Chapter XVIII. A Quiet Wedding.




Fate was adverse for the moment to Arthur Berkeley's well meant designs for shuffling off the trammels of his ecclesiastical habit. He was destined to appear in public at least once more, not only in the black coat and white tie of his everyday professional costume, but even in the flowing snowy surplice of a solemn and decorous spiritual function. The very next morning's post brought him a little note from Ernest Le Breton specially begging him, in his own name and Edie's, to come down to Calcombe Pomeroy, and officiate as parson at their approaching wedding. The note had cost Ernest a conscientious struggle, for he would have personally preferred to be married at a Registry Office, as being more in accordance with the duties of a good citizen, and savouring less of effete ecclesiastical superstition; but he felt he couldn't even propose such a step to Edie; she wouldn't have considered herself married at all, unless she were married quite regularly by a duly qualified clerk in holy orders of the Church of England as by law established. Already, indeed, Ernest was beginning to recognise with a sigh that if he was going to live in the world at all, he must do so by making at least a partial sacrifice of political consistency. You may step out of your own century, if you choose, yourself, but you can't get all the men and women with whom you come in contact to step out of it also in unison just to please you.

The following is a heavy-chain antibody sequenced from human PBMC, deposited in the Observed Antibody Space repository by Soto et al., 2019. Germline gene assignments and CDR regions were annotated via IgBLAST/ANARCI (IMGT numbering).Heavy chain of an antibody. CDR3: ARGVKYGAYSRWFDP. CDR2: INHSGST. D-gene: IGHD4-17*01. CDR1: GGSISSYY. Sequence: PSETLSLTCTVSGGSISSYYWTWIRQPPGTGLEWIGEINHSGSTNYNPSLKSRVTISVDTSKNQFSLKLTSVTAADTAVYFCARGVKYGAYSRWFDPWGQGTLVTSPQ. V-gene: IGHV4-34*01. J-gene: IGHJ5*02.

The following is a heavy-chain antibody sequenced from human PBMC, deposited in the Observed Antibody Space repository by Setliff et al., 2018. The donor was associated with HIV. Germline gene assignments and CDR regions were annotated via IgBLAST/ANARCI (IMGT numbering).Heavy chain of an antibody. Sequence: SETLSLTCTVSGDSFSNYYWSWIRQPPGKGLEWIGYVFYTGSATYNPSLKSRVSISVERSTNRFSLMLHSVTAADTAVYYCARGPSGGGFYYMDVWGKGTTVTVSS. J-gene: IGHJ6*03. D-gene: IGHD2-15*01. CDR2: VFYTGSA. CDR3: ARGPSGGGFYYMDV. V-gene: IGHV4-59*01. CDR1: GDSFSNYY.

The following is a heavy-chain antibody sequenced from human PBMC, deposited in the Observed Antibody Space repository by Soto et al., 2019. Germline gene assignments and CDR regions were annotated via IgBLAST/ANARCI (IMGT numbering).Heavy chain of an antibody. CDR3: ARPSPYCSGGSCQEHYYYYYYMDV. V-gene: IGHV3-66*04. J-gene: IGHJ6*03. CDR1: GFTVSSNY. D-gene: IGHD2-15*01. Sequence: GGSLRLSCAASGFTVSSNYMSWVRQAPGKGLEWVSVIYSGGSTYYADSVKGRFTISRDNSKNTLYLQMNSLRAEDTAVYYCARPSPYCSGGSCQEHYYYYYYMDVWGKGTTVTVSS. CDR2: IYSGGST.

So Ernest had sat down reluctantly to his desk, and consented to ask Arthur Berkeley to assist at the important ceremony in his professional clerical capacity. If he was going to have a medicine man or a priest at all to marry him to the girl of his choice--a barbaric survival, at the best, he thought it--he would, at any rate, prefer having his friend Arthur--a good man and true--to having the fat, easy-going, purse-proud rector of the parish; the younger son of a wealthy family who had gone into the Church for the sake of the living, and who rolled sumptuously down the long hilly High Street every day in his comfortable carriage, leaning back with his fat hands folded complacently over his ample knees, and gazing abstractedly, with his little pigs'-eyes half buried in his cheek, at the beautiful prospect afforded him by the broad livery-covered backs of his coachman and his footman. Ernest could never have consented to lot that lazy, overfed, useless encumbrance on a long-suffering commonwealth, that idle gorger of dainty meats and choice wines from the tithes of the tolling, suffering people, bear any part in what was after all the most solemn and serious contract of his whole lifetime. And, to say the truth, Edie quite agreed with him on that point, too. Though her moral indignation against poor, useless, empty-headed old Mr. Walters didn't burn quite so fierce or so clear as Ernest's--she regarded the fat old parson, indeed, rather from the social point of view, as a ludicrously self-satisfied specimen of the lower stages of humanity, than from the political point of view, as a greedy swallower of large revenues for small work inefficiently performed--she would still have felt that his presence at her wedding jarred and grated on all the finer sensibilities of her nature, as out of accord with the solemn and tender associations of that supreme moment. To have been married by prosy old Mr. Walters, to have taken the final benediction on the greatest act of her life from those big white fat fingers, would have spoilt the reminiscence of the wedding day for her as long as she lived. But when Ernest suggested Arthur Berkeley's name to her, she acquiesced with all her heart in the happy selection. She liked Berkeley better than anybody else she had ever met, except Ernest; and she knew that his presence would rather add one more bright association to the day than detract from it in the coming years. Her poor little wedding would want all the additions that friends could make to its cheerfulness, to get over the lasting gloom and blank of dear Harry's absence.